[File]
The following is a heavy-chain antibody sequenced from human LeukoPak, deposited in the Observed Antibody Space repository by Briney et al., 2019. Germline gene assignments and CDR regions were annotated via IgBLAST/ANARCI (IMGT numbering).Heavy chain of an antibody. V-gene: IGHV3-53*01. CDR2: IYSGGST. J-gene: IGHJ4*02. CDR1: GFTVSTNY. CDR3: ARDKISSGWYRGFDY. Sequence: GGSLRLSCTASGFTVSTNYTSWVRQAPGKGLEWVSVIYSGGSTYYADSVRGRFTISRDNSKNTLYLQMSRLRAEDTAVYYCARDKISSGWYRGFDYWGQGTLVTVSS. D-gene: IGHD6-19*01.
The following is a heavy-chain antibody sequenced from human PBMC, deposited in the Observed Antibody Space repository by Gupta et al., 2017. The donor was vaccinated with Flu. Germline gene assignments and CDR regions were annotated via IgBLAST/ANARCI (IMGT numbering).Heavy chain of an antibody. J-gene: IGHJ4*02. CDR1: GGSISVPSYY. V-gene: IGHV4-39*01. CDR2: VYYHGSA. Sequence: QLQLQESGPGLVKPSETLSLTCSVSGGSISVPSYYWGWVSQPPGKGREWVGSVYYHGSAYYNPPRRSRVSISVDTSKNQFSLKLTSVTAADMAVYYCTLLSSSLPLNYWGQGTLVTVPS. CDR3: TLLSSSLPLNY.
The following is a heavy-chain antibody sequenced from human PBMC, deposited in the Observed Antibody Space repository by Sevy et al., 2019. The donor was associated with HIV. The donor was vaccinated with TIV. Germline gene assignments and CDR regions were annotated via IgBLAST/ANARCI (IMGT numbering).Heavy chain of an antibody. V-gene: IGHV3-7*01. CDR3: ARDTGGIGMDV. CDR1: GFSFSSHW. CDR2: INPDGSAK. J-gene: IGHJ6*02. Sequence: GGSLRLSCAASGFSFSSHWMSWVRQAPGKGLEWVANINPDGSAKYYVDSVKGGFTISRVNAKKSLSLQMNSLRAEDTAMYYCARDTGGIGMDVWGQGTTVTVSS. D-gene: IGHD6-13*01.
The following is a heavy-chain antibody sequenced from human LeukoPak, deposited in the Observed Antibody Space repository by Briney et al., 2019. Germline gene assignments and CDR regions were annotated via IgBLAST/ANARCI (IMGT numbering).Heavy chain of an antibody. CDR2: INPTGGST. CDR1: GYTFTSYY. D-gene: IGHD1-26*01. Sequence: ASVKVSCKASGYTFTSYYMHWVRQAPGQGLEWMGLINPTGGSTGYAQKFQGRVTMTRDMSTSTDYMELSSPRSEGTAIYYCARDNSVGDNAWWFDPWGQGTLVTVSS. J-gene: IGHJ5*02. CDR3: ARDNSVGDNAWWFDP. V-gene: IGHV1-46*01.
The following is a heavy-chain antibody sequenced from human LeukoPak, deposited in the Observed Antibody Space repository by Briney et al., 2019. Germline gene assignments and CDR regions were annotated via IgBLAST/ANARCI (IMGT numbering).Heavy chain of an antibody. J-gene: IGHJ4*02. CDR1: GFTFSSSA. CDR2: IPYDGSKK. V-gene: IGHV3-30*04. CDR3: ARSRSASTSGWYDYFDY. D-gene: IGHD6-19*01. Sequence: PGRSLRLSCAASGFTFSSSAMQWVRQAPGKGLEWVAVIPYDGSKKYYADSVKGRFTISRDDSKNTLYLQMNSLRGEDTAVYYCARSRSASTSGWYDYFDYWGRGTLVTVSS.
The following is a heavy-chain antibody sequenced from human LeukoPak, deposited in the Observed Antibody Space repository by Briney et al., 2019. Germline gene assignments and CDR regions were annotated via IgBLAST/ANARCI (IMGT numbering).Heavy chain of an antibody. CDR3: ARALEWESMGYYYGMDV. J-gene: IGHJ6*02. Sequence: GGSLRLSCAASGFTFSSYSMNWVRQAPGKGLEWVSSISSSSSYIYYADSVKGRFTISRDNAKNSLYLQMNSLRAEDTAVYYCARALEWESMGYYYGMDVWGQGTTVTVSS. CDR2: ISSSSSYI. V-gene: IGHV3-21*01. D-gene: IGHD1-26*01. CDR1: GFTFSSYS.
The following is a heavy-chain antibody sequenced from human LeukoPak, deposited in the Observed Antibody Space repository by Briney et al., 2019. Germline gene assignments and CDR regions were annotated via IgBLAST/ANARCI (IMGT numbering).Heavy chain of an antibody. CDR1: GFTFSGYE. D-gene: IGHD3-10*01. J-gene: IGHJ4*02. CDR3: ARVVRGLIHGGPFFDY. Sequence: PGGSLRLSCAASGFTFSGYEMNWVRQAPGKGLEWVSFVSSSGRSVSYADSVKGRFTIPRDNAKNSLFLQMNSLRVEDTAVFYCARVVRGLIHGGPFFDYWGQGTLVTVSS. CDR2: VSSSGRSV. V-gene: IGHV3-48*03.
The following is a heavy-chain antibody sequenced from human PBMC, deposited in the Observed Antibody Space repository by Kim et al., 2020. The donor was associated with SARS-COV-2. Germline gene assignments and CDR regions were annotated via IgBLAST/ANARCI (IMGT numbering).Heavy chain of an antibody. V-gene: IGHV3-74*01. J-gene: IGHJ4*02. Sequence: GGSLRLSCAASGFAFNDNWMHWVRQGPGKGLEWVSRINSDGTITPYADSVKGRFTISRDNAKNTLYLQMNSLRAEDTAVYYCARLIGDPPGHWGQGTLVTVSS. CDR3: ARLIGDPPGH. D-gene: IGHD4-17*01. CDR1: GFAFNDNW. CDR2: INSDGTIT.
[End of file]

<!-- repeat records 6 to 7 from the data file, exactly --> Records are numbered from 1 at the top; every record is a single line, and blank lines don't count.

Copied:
The following is a heavy-chain antibody sequenced from human LeukoPak, deposited in the Observed Antibody Space repository by Briney et al., 2019. Germline gene assignments and CDR regions were annotated via IgBLAST/ANARCI (IMGT numbering).Heavy chain of an antibody. CDR3: ARALEWESMGYYYGMDV. J-gene: IGHJ6*02. Sequence: GGSLRLSCAASGFTFSSYSMNWVRQAPGKGLEWVSSISSSSSYIYYADSVKGRFTISRDNAKNSLYLQMNSLRAEDTAVYYCARALEWESMGYYYGMDVWGQGTTVTVSS. CDR2: ISSSSSYI. V-gene: IGHV3-21*01. D-gene: IGHD1-26*01. CDR1: GFTFSSYS.
The following is a heavy-chain antibody sequenced from human LeukoPak, deposited in the Observed Antibody Space repository by Briney et al., 2019. Germline gene assignments and CDR regions were annotated via IgBLAST/ANARCI (IMGT numbering).Heavy chain of an antibody. CDR1: GFTFSGYE. D-gene: IGHD3-10*01. J-gene: IGHJ4*02. CDR3: ARVVRGLIHGGPFFDY. Sequence: PGGSLRLSCAASGFTFSGYEMNWVRQAPGKGLEWVSFVSSSGRSVSYADSVKGRFTIPRDNAKNSLFLQMNSLRVEDTAVFYCARVVRGLIHGGPFFDYWGQGTLVTVSS. CDR2: VSSSGRSV. V-gene: IGHV3-48*03.